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Trust Gap, Part Dos



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Politico published its own “Why did the Senate bill die” anniversary piece today; it offers lots of inside-baseball details and is well worth reading. But only at the end does it get beyond the epiphenomena and identify the underlying problem, articulated here, ironically, by Senator Rubio:

The “fundamental hang-up,” Rubio said, was that House Republicans wanted assurances that border security would be in place before legalization occurred — a demand that would never fly in the Democratic-led Senate . . . 

“Unless we can get to a point where [House Republicans] believed — and the majority of the American people believed — that the enforcement was going to happen, it was going to be very difficult to address the issue of those who are here illegally,” he said. “I knew that before, I warned about it during, and it’s only proven true since.”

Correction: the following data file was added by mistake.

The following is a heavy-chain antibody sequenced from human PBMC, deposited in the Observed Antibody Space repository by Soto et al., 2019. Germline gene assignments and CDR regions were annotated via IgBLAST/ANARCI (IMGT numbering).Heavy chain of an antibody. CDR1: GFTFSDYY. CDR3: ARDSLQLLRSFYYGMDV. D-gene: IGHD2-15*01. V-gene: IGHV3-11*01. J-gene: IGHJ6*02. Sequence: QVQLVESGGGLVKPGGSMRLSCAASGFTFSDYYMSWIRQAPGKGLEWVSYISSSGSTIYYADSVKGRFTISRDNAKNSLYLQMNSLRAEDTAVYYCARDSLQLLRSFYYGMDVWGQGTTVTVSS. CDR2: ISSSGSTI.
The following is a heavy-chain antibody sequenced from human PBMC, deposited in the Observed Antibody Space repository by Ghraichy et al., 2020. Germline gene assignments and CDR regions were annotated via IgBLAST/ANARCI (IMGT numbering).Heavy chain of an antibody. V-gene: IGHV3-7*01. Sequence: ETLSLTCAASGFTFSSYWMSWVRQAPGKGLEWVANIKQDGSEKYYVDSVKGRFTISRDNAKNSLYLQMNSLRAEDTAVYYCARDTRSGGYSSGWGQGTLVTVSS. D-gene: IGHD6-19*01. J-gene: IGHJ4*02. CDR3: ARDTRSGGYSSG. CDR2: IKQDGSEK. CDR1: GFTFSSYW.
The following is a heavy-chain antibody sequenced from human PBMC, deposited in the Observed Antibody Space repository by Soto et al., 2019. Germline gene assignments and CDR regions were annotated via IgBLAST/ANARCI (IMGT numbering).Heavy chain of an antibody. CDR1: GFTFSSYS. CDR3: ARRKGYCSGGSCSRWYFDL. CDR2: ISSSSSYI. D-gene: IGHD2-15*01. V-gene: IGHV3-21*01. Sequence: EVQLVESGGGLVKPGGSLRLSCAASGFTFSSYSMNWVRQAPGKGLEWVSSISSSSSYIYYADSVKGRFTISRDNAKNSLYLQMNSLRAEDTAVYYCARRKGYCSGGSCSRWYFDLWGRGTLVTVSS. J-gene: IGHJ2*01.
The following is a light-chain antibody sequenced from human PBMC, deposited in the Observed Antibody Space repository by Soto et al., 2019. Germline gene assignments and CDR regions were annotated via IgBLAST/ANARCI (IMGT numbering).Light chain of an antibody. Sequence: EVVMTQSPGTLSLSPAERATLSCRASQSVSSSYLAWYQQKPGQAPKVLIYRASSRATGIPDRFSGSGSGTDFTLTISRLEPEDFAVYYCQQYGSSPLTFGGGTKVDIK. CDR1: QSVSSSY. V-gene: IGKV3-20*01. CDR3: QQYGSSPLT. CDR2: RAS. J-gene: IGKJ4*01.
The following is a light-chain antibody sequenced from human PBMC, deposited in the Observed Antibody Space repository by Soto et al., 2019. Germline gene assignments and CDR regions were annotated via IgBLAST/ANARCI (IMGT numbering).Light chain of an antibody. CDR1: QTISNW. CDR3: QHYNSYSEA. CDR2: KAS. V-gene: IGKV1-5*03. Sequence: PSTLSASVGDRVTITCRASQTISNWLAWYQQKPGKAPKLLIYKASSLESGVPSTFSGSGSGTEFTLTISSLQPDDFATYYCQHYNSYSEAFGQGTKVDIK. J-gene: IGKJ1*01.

But, of course, it’s not just Democrats who don’t take enforcement seriously. GOP political consultant Mike Murphy on last week’s Ricochet Podcast (at 42:41) said that talk of enforcement is “political window dressing;” that’s exactly how everyone, on all sides, viewed the hyperbolic Corker-Hoeven border-security amendment, intended as little more than boob bait for Bubba to get more GOP voters for the Gang of Eight bill.

Our elites have to earn the right to ask for an amnesty by showing they are as committed to immigration control and security as ordinary Americans (whatever their views on other immigration issues). We’re still a long way from that.



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